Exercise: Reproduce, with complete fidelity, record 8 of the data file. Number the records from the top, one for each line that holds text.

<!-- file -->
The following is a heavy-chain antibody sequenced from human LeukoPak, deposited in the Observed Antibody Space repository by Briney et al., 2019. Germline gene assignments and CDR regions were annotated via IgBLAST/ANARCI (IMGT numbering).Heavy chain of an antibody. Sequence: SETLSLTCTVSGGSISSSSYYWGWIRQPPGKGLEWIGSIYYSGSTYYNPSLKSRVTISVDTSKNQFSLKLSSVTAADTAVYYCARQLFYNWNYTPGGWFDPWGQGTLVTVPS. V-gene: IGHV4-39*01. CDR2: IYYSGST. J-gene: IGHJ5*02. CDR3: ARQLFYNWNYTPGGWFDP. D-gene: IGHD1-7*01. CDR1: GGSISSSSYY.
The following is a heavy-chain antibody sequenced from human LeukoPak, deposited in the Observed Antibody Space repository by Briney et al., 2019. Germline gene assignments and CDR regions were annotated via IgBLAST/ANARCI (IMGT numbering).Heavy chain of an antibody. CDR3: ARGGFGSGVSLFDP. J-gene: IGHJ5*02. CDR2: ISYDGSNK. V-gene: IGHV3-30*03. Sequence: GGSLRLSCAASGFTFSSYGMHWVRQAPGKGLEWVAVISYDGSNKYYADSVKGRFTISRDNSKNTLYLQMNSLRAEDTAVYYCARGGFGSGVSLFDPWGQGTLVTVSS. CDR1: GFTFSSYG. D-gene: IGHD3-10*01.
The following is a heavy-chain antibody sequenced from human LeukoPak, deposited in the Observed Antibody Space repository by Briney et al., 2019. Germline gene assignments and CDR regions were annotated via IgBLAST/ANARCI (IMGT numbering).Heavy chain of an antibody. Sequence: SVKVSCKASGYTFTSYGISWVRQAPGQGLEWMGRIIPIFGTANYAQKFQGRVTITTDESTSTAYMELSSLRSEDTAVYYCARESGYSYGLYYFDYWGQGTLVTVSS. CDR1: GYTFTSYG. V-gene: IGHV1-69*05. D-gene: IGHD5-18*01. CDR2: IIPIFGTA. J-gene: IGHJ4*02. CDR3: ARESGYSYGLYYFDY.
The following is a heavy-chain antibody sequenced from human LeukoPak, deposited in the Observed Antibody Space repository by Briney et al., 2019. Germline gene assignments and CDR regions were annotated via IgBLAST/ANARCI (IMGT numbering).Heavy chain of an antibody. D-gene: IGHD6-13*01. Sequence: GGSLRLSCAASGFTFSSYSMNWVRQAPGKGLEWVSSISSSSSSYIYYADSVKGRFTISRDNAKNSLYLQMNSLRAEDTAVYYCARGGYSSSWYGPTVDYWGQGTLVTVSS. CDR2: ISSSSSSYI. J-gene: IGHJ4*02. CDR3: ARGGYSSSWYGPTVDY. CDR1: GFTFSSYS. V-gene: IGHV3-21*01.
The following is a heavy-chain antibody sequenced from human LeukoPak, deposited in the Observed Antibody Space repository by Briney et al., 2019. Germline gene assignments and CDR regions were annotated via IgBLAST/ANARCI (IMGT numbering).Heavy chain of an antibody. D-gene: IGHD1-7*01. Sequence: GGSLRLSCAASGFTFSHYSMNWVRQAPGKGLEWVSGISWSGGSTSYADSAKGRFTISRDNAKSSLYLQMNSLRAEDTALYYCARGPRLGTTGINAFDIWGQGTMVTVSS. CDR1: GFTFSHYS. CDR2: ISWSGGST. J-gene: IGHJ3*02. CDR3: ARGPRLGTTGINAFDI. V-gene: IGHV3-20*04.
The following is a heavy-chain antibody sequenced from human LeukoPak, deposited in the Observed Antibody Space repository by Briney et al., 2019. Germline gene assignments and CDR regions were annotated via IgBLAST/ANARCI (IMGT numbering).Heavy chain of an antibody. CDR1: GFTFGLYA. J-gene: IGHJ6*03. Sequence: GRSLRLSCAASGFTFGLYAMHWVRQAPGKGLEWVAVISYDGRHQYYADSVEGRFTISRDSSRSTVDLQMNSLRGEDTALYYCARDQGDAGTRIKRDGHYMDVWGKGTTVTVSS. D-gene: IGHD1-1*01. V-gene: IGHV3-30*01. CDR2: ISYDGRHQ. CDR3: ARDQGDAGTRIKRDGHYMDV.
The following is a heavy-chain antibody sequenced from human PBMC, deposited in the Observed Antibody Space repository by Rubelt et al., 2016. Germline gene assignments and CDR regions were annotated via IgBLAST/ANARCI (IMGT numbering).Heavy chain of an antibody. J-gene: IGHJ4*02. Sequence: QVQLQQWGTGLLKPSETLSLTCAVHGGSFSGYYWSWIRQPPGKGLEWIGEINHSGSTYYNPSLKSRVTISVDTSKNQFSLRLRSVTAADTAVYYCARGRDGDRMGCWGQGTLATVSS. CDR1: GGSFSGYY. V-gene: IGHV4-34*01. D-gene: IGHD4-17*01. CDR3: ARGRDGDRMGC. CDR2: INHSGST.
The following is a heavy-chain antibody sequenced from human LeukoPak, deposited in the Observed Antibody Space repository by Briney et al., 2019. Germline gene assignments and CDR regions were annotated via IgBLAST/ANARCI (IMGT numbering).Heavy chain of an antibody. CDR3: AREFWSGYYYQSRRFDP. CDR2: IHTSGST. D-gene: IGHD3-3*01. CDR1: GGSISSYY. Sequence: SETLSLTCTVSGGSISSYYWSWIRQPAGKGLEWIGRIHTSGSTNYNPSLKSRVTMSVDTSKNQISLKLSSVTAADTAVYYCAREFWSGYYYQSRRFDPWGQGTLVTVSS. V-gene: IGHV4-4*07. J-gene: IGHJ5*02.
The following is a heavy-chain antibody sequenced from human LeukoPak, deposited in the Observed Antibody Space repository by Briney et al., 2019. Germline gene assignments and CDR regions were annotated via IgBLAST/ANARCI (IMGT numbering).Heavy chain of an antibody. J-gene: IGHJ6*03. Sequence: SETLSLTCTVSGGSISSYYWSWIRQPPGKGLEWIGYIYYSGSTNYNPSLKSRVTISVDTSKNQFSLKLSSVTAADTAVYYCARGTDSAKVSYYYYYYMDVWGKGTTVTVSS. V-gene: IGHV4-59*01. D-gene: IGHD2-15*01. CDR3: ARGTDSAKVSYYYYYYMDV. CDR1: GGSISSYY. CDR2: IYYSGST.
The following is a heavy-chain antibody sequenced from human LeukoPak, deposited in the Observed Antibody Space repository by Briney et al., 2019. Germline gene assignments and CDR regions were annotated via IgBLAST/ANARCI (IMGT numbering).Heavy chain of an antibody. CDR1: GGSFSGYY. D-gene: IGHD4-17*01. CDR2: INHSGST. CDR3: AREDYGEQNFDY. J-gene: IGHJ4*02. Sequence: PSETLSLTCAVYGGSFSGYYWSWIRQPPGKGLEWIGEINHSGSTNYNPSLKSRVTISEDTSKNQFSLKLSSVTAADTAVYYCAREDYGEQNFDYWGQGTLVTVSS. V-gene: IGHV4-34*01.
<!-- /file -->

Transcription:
The following is a heavy-chain antibody sequenced from human LeukoPak, deposited in the Observed Antibody Space repository by Briney et al., 2019. Germline gene assignments and CDR regions were annotated via IgBLAST/ANARCI (IMGT numbering).Heavy chain of an antibody. CDR3: AREFWSGYYYQSRRFDP. CDR2: IHTSGST. D-gene: IGHD3-3*01. CDR1: GGSISSYY. Sequence: SETLSLTCTVSGGSISSYYWSWIRQPAGKGLEWIGRIHTSGSTNYNPSLKSRVTMSVDTSKNQISLKLSSVTAADTAVYYCAREFWSGYYYQSRRFDPWGQGTLVTVSS. V-gene: IGHV4-4*07. J-gene: IGHJ5*02.